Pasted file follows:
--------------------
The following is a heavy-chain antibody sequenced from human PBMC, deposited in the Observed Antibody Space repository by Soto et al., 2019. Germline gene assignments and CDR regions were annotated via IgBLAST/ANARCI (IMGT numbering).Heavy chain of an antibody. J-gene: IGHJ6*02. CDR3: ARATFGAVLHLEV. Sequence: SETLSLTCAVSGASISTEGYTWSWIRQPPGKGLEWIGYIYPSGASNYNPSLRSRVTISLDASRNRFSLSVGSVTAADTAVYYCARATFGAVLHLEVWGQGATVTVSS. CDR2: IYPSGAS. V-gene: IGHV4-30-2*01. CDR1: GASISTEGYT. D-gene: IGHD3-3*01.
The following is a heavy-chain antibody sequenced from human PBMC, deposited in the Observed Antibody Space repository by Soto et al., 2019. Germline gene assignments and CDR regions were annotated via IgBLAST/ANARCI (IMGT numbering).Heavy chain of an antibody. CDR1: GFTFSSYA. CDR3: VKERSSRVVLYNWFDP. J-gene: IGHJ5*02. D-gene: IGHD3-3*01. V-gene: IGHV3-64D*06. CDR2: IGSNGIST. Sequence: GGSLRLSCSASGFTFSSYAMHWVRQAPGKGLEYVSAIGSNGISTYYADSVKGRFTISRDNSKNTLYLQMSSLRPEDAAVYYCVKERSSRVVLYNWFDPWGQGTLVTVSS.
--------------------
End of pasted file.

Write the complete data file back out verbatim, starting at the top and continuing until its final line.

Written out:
The following is a heavy-chain antibody sequenced from human PBMC, deposited in the Observed Antibody Space repository by Soto et al., 2019. Germline gene assignments and CDR regions were annotated via IgBLAST/ANARCI (IMGT numbering).Heavy chain of an antibody. J-gene: IGHJ6*02. CDR3: ARATFGAVLHLEV. Sequence: SETLSLTCAVSGASISTEGYTWSWIRQPPGKGLEWIGYIYPSGASNYNPSLRSRVTISLDASRNRFSLSVGSVTAADTAVYYCARATFGAVLHLEVWGQGATVTVSS. CDR2: IYPSGAS. V-gene: IGHV4-30-2*01. CDR1: GASISTEGYT. D-gene: IGHD3-3*01.
The following is a heavy-chain antibody sequenced from human PBMC, deposited in the Observed Antibody Space repository by Soto et al., 2019. Germline gene assignments and CDR regions were annotated via IgBLAST/ANARCI (IMGT numbering).Heavy chain of an antibody. CDR1: GFTFSSYA. CDR3: VKERSSRVVLYNWFDP. J-gene: IGHJ5*02. D-gene: IGHD3-3*01. V-gene: IGHV3-64D*06. CDR2: IGSNGIST. Sequence: GGSLRLSCSASGFTFSSYAMHWVRQAPGKGLEYVSAIGSNGISTYYADSVKGRFTISRDNSKNTLYLQMSSLRPEDAAVYYCVKERSSRVVLYNWFDPWGQGTLVTVSS.